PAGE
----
Menopause: Get Up and Get Goin’


Above photo: I was in my early fifties before I ran my first marathon for Leukemia’s Team in Training in Alaska. I was in great shape, physically and emotionally, because I had been on a regiment of exercise for several years.

I remember well how I felt when menopause hit, not just with the hot flashes, hormonal fluctuations and myriad of other problems. I remember feeling like I was losing control of my body and damn, I didn’t much like that! My body was taking over. I had never been over-weight in my life. I had never thought, therefore, that I needed to exercise. But, not knowing what else to do, I decided to get on an exercise regiment. Tone up, winsocki, tone up!

So I began with the easiest thing I could imagine: walking. I didn’t know it at the time, but walking is the number-ONE exercise you can do. It affects everything in your body, and it is actually better for you than jogging or running. I started with 45 minutes of what I considered fast walking. next I worked my way up to what most would consider a much faster pace.
I found I rather liked being out there in the early morning with other athletes. They were good company. After about a month of improving my pace, I added in 45 minutes of biking. I was returning to my youth! Then a month or so later, I added 45 minutes of swimming. I love swimming until this day. My then housekeeper and still friend, Pam, told me my butt was lifting. I laughed and responded that one can’t reverse the effects of gravity. Then my husband walked by and said Pam was right. My touche was higher. Damn, I was proud!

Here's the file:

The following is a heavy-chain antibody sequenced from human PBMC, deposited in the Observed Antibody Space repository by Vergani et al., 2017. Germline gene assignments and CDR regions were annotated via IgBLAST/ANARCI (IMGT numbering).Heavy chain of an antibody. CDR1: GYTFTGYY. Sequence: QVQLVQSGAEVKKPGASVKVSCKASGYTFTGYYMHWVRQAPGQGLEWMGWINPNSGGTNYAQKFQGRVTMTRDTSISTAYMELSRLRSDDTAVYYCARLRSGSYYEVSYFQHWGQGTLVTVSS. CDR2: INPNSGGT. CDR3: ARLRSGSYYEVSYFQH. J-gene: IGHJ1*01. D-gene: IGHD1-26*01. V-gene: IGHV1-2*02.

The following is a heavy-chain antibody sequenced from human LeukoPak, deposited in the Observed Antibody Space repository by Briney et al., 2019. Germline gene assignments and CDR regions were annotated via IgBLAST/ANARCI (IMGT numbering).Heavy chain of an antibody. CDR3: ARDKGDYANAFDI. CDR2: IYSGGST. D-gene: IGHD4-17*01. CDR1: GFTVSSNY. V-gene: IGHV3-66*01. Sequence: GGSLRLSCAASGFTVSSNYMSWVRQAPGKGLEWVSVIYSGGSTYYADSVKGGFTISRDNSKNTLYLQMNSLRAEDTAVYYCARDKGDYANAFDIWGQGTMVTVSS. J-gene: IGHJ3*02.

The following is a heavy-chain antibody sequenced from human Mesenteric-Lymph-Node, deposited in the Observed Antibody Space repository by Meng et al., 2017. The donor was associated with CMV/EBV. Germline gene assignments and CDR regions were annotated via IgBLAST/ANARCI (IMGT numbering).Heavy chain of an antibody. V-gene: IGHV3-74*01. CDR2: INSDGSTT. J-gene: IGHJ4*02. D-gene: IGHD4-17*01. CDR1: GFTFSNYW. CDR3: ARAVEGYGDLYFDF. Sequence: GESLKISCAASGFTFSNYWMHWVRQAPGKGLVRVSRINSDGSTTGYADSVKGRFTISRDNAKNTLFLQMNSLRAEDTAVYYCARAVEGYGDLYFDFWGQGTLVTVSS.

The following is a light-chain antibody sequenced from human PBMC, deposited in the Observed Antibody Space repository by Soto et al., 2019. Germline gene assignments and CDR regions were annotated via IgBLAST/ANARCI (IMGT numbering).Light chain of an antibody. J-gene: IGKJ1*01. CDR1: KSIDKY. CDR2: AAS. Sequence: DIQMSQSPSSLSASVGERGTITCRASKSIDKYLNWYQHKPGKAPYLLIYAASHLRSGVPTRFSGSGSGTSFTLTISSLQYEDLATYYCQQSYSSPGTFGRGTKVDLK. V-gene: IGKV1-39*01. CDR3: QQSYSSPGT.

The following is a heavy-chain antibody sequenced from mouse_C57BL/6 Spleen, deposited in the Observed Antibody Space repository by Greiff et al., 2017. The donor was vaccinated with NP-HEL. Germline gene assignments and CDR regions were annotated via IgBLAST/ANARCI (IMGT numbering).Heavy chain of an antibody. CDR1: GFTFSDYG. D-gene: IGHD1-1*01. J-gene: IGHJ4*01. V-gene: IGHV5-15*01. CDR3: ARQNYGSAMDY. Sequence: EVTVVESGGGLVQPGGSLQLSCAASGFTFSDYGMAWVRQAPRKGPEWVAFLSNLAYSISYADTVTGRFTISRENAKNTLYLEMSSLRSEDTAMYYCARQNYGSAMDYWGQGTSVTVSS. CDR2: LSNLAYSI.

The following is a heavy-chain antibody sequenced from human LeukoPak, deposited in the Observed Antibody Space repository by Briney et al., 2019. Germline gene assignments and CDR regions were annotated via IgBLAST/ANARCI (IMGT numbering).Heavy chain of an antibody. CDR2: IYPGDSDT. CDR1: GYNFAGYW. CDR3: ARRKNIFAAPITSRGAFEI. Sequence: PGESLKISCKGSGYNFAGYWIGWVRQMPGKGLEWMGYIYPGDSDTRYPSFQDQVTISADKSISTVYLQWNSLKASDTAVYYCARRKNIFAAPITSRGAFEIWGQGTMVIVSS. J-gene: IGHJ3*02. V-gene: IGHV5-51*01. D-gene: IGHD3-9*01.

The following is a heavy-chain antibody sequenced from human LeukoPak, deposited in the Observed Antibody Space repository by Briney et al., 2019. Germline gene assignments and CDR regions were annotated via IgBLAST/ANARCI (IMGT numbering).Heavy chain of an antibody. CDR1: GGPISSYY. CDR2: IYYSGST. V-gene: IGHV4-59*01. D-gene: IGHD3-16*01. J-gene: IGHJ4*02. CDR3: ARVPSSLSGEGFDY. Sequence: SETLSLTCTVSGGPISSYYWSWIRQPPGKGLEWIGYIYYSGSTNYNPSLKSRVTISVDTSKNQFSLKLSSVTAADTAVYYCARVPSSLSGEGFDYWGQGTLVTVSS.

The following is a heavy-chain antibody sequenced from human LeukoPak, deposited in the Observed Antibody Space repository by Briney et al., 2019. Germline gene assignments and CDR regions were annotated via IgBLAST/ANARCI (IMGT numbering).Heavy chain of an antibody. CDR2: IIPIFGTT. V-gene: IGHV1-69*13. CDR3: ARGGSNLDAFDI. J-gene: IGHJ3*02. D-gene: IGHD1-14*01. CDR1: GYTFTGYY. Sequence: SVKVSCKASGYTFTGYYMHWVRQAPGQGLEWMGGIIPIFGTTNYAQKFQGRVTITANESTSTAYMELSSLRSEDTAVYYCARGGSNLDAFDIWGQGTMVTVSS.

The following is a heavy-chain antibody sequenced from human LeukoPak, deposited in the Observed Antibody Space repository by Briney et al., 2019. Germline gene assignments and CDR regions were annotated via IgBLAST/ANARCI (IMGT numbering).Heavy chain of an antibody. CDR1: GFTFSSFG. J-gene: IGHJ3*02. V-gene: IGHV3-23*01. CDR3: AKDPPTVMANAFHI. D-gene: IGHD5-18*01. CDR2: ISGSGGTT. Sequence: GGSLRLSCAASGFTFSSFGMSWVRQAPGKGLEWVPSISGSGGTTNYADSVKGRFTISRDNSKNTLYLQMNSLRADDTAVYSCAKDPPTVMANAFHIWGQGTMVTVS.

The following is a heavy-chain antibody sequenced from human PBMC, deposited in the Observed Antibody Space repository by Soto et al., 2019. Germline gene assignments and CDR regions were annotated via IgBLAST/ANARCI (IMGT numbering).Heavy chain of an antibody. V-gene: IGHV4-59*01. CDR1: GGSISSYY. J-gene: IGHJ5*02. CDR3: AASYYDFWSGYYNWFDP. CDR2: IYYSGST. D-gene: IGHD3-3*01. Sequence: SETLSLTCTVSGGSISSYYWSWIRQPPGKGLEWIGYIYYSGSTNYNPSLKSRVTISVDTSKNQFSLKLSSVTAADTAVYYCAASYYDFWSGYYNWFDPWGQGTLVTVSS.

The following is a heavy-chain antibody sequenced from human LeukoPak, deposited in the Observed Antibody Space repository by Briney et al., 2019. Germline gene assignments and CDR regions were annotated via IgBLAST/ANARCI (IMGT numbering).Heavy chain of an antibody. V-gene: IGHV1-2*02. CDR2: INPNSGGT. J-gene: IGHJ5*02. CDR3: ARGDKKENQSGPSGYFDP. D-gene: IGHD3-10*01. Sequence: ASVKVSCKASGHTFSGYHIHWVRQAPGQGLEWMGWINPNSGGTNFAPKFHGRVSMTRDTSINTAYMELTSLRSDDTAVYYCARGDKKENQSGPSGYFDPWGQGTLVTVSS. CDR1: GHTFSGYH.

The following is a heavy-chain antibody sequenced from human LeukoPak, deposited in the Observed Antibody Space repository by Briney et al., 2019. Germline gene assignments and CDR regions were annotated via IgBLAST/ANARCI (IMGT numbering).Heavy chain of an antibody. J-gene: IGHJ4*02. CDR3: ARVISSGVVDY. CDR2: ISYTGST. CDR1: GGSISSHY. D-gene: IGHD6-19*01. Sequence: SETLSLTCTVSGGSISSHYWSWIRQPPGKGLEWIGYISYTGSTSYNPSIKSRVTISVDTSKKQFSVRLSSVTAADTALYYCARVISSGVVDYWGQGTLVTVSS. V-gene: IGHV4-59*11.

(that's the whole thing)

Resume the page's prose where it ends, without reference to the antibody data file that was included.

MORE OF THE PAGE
And so began the regiment I would follow for some fifteen years.
Something happened to me with all this exercise. I felt more in control of my body than I ever did. I was healthier and happier and more contented because of it. As I walked, peddled and swam I wrote in my head my first book “Towards The Sun” in these two plus hours of daily exercising. I would return home, shower, eat breakfast and start writing. Life was good!
There are more books on the benefits of exercise than Carter has pills. But here is a few reasons you should exercise regularly whether or not you are in menopause:
1. Good rituals lead to good health.
2. Regular exercise decreases the risk of breast cancer considerably (by @30%)!
3. It keeps estrogen levels normal.
4. It encourages a companion of better nutrition, which, of course, leads to more improved health. Suddenly, you want that apple instead of that candy bar.
5. Twenty percent of women between 45-65 have mild to severe high blood pressure, which can be lowered by regular exercise.
6. Movement keeps the blood flowing to all your organs and brings nutrients and oxygen to your tissues.
7. Exercise provides all cardiovascular benefits attributed to estrogen and significantly reduces the risk of heart disease, hypertension and stroke. (according to Christiane Northrup, MD, author of “The Wisdom of Menopause”)

There are endless more reasons, of course, but isn’t that enough?

We don’t have to be our mothers. We don’t have to be our grandmothers. We do need to be all we can, that in being all we can, we are, indeed, ourselves.

Next blog: How exercise helps the brain function, depression, etc.


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